Technology has completely changed dating today
Samantha Dooley


PARIS This is not news, but dating today is a completely different animal than it was even five years ago, as new apps keep arriving to create "matches' between people online who may have never come face-to-face otherwise. Personally, online or off, the whole "dating" thing has never really been my strong suit — I was consistently told in high school that "I would do better in college where people were more mature." But alas, here I am, heading into my senior year at Boston University, the same age my parents were when they first got together, and I have never been on a proper date. But I'm not alone.

After learning that many of her seniors were about to graduate without ever having been on a date, Boston College Philosophy Professor Kerry Cronin created an assignment that rewards her students for going out on traditional dates. Lisa Bonos of The Washington Post reports on Cronin, known on campus as the "dating professor," because she used to make the date a mandatory course requirement (she now gives extra credit for it). Students are encouraged to pursue a date set up under very specific parameters: They had to ask someone out in person, not over text (Cronin refers to texting as "the devil") and the person has to know it's a date. They have to stick a budget of $10 (the asker has to pay) and a time limit of 90 minutes. And they have to be sober.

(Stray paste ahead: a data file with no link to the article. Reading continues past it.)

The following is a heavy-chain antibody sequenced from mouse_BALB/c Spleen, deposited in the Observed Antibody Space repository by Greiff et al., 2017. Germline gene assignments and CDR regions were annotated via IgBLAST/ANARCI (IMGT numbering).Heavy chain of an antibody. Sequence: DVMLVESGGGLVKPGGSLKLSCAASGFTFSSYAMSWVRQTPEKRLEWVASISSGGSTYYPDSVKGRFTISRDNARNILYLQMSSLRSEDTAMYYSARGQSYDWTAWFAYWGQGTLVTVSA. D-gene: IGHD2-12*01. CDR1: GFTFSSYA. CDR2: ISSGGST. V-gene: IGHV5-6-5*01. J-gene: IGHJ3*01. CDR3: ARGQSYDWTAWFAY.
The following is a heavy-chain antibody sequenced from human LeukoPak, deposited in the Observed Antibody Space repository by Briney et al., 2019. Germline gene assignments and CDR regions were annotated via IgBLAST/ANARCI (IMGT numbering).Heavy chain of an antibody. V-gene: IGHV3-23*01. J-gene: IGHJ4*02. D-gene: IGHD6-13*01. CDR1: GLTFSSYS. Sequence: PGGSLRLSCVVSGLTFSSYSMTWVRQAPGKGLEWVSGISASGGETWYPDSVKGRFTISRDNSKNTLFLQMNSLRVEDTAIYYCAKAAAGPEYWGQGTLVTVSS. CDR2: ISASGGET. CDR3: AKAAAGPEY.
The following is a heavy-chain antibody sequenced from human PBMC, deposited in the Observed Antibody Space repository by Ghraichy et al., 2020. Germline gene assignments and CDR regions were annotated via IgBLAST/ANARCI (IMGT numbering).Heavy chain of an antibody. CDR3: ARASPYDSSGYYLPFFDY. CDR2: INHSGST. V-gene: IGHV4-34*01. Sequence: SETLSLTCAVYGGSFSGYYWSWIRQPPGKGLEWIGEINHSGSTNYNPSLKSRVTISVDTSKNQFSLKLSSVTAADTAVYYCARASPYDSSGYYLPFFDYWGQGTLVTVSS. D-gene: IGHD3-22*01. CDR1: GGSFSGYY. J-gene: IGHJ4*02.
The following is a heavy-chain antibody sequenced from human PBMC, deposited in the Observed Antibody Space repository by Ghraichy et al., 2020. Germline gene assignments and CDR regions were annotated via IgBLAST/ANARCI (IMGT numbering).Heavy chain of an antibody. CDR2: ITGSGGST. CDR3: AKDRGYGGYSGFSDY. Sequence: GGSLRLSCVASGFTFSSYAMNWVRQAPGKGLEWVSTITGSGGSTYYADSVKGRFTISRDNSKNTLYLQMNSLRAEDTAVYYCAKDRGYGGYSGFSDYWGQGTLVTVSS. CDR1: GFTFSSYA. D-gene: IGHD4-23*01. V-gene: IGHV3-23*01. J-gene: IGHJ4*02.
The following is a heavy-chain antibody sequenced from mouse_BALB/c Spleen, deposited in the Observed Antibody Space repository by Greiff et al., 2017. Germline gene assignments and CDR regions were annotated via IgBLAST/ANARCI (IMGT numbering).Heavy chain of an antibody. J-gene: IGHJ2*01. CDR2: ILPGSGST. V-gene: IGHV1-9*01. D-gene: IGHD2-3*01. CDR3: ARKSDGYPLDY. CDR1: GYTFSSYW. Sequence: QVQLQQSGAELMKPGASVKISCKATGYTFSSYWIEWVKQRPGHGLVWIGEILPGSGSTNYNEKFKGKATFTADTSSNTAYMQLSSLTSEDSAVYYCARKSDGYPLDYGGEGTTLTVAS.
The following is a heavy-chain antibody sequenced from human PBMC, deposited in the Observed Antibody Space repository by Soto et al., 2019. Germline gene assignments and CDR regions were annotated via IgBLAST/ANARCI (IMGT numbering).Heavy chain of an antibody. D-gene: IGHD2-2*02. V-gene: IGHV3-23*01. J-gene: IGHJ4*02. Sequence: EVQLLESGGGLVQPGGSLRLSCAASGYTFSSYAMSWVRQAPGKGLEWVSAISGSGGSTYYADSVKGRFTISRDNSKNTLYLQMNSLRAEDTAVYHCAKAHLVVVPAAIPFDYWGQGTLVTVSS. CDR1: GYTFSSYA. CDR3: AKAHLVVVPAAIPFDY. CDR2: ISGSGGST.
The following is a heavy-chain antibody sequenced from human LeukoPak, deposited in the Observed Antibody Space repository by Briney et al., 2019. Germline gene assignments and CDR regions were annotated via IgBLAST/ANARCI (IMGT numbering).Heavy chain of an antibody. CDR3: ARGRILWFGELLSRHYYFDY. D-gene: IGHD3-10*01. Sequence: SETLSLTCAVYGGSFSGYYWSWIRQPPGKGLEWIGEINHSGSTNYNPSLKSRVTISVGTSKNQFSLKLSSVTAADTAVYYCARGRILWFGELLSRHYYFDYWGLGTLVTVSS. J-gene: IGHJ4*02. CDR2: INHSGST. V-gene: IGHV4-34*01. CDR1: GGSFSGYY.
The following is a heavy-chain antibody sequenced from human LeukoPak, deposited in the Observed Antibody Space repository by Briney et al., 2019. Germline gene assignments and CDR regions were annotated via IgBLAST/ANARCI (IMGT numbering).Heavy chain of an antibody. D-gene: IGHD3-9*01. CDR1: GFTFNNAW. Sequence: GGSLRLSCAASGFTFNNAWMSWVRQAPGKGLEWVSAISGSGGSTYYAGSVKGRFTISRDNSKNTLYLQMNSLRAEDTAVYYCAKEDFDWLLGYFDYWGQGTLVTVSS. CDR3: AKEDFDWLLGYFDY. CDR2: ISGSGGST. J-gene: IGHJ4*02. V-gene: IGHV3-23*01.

The rules are meant to help the conversation bypass normal party chatter, as one of her former students, Erika Peña said: "It leapfrogged us into having an actual conversation that didn't revolve around a Jägerbomb."

Cronin says that a traditional date has become "a weirdly countercultural thing to do," while dates set up through the dating apps like Tinder or Bumble where immediacy and availability dominate over deeper connections.